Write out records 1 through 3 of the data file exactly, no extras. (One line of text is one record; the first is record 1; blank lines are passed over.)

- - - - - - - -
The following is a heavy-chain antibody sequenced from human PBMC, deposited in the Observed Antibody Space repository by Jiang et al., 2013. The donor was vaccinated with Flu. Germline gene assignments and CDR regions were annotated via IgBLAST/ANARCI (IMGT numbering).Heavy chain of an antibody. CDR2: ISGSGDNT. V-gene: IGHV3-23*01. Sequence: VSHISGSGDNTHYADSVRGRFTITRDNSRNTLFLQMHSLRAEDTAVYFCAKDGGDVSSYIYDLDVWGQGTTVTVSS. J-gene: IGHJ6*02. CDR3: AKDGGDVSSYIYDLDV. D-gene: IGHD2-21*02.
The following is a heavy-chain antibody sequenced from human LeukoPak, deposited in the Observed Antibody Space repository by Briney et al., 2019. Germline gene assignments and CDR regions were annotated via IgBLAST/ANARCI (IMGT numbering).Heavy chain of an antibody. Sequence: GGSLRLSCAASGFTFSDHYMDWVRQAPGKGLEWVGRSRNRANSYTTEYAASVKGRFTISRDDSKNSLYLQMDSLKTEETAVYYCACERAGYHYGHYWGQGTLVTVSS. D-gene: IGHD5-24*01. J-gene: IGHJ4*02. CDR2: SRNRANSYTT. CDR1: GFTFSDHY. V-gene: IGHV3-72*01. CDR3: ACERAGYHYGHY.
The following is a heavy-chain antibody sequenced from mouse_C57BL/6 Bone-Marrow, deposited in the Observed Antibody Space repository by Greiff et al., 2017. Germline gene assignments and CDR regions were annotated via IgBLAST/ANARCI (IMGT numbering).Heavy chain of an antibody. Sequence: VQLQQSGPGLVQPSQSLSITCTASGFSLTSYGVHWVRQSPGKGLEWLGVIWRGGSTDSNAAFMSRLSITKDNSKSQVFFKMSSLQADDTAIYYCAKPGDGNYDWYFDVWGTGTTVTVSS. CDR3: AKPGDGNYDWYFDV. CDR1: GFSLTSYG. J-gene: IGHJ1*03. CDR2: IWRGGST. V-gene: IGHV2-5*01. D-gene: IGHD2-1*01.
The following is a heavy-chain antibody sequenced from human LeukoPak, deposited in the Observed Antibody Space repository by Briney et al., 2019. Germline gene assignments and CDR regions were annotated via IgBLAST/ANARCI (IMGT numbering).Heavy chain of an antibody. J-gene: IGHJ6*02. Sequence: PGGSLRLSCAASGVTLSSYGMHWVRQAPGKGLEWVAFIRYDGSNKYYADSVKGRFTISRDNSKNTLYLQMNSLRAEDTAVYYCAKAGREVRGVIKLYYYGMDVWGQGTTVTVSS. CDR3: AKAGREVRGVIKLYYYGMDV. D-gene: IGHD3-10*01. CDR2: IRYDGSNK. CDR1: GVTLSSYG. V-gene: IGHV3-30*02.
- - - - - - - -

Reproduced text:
The following is a heavy-chain antibody sequenced from human PBMC, deposited in the Observed Antibody Space repository by Jiang et al., 2013. The donor was vaccinated with Flu. Germline gene assignments and CDR regions were annotated via IgBLAST/ANARCI (IMGT numbering).Heavy chain of an antibody. CDR2: ISGSGDNT. V-gene: IGHV3-23*01. Sequence: VSHISGSGDNTHYADSVRGRFTITRDNSRNTLFLQMHSLRAEDTAVYFCAKDGGDVSSYIYDLDVWGQGTTVTVSS. J-gene: IGHJ6*02. CDR3: AKDGGDVSSYIYDLDV. D-gene: IGHD2-21*02.
The following is a heavy-chain antibody sequenced from human LeukoPak, deposited in the Observed Antibody Space repository by Briney et al., 2019. Germline gene assignments and CDR regions were annotated via IgBLAST/ANARCI (IMGT numbering).Heavy chain of an antibody. Sequence: GGSLRLSCAASGFTFSDHYMDWVRQAPGKGLEWVGRSRNRANSYTTEYAASVKGRFTISRDDSKNSLYLQMDSLKTEETAVYYCACERAGYHYGHYWGQGTLVTVSS. D-gene: IGHD5-24*01. J-gene: IGHJ4*02. CDR2: SRNRANSYTT. CDR1: GFTFSDHY. V-gene: IGHV3-72*01. CDR3: ACERAGYHYGHY.
The following is a heavy-chain antibody sequenced from mouse_C57BL/6 Bone-Marrow, deposited in the Observed Antibody Space repository by Greiff et al., 2017. Germline gene assignments and CDR regions were annotated via IgBLAST/ANARCI (IMGT numbering).Heavy chain of an antibody. Sequence: VQLQQSGPGLVQPSQSLSITCTASGFSLTSYGVHWVRQSPGKGLEWLGVIWRGGSTDSNAAFMSRLSITKDNSKSQVFFKMSSLQADDTAIYYCAKPGDGNYDWYFDVWGTGTTVTVSS. CDR3: AKPGDGNYDWYFDV. CDR1: GFSLTSYG. J-gene: IGHJ1*03. CDR2: IWRGGST. V-gene: IGHV2-5*01. D-gene: IGHD2-1*01.